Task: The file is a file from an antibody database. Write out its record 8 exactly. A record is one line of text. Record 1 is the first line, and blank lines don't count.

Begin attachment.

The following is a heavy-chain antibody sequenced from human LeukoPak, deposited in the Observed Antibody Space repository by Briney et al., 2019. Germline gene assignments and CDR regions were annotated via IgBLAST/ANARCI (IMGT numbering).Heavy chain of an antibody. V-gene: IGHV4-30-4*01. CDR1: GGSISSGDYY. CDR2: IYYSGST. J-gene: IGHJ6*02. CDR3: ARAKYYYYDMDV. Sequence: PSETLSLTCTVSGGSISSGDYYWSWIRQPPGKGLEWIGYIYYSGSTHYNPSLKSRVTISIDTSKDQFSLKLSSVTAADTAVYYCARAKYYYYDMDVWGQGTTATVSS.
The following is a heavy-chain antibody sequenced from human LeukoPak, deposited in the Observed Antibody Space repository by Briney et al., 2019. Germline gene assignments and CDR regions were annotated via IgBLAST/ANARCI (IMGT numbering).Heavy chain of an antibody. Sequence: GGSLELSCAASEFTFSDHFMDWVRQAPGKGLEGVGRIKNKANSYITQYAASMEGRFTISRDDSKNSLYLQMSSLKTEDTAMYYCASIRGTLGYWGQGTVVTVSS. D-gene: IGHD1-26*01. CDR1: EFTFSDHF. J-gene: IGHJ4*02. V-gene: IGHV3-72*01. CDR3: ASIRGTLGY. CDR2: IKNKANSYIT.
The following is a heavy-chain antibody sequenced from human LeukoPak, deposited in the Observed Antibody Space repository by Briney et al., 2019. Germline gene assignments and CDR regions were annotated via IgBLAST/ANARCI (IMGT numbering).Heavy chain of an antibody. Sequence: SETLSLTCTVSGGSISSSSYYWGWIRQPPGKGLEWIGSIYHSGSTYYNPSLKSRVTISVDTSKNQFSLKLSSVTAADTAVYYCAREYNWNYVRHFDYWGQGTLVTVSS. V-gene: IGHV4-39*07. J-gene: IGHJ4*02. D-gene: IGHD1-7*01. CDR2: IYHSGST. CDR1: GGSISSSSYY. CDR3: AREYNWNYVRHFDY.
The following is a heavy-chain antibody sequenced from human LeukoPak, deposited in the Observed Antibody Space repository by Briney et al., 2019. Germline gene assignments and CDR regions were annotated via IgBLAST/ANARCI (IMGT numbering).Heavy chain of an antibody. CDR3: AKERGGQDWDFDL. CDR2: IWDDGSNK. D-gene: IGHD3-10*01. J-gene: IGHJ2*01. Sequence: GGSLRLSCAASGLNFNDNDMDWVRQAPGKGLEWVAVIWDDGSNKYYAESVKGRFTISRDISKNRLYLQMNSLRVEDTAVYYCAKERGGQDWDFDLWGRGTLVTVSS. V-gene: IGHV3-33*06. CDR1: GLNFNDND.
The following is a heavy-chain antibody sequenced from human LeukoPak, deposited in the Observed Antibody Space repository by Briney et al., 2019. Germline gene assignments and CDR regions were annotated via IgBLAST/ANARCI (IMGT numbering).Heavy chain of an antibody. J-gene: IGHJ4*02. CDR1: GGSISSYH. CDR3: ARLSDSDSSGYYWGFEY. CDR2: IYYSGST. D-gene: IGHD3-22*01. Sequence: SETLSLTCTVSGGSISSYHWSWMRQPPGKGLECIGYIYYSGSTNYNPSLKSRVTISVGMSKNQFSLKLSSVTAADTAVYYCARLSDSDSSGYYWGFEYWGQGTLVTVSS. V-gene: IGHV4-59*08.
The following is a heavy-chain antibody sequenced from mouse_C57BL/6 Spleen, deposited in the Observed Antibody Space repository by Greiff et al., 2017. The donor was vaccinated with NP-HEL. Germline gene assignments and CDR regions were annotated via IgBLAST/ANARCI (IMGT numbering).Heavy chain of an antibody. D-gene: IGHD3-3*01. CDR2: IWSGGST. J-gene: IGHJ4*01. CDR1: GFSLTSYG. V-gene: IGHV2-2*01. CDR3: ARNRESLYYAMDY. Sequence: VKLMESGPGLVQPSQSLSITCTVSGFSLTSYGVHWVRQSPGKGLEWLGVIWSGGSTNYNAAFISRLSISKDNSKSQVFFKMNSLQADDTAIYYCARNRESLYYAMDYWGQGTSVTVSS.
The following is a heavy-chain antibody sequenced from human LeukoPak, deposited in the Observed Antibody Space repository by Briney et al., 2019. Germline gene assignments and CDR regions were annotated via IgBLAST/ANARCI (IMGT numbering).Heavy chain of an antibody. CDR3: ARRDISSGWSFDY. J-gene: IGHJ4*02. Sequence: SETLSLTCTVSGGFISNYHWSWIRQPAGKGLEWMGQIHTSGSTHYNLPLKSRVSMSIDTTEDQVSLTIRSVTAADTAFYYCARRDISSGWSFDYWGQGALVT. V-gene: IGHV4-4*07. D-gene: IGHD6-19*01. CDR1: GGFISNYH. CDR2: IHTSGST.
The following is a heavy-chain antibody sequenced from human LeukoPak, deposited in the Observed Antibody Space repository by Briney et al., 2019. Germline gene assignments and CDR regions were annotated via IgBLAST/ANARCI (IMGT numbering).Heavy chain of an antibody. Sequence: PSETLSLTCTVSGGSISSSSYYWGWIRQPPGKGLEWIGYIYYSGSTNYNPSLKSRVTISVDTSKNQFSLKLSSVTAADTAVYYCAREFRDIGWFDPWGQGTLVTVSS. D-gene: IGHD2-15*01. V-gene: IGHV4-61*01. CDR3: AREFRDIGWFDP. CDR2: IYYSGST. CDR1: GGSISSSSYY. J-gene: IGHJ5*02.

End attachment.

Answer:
The following is a heavy-chain antibody sequenced from human LeukoPak, deposited in the Observed Antibody Space repository by Briney et al., 2019. Germline gene assignments and CDR regions were annotated via IgBLAST/ANARCI (IMGT numbering).Heavy chain of an antibody. Sequence: PSETLSLTCTVSGGSISSSSYYWGWIRQPPGKGLEWIGYIYYSGSTNYNPSLKSRVTISVDTSKNQFSLKLSSVTAADTAVYYCAREFRDIGWFDPWGQGTLVTVSS. D-gene: IGHD2-15*01. V-gene: IGHV4-61*01. CDR3: AREFRDIGWFDP. CDR2: IYYSGST. CDR1: GGSISSSSYY. J-gene: IGHJ5*02.